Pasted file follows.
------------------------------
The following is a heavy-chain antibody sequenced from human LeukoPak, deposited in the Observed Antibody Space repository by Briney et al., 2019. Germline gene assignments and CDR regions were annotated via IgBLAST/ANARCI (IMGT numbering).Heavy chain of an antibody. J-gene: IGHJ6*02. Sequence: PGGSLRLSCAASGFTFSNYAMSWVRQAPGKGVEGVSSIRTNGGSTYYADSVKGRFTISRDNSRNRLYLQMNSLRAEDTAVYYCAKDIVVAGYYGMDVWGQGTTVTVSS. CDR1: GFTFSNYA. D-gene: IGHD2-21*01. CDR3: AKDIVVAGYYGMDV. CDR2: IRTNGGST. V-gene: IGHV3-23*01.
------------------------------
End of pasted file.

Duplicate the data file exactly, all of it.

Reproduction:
The following is a heavy-chain antibody sequenced from human LeukoPak, deposited in the Observed Antibody Space repository by Briney et al., 2019. Germline gene assignments and CDR regions were annotated via IgBLAST/ANARCI (IMGT numbering).Heavy chain of an antibody. J-gene: IGHJ6*02. Sequence: PGGSLRLSCAASGFTFSNYAMSWVRQAPGKGVEGVSSIRTNGGSTYYADSVKGRFTISRDNSRNRLYLQMNSLRAEDTAVYYCAKDIVVAGYYGMDVWGQGTTVTVSS. CDR1: GFTFSNYA. D-gene: IGHD2-21*01. CDR3: AKDIVVAGYYGMDV. CDR2: IRTNGGST. V-gene: IGHV3-23*01.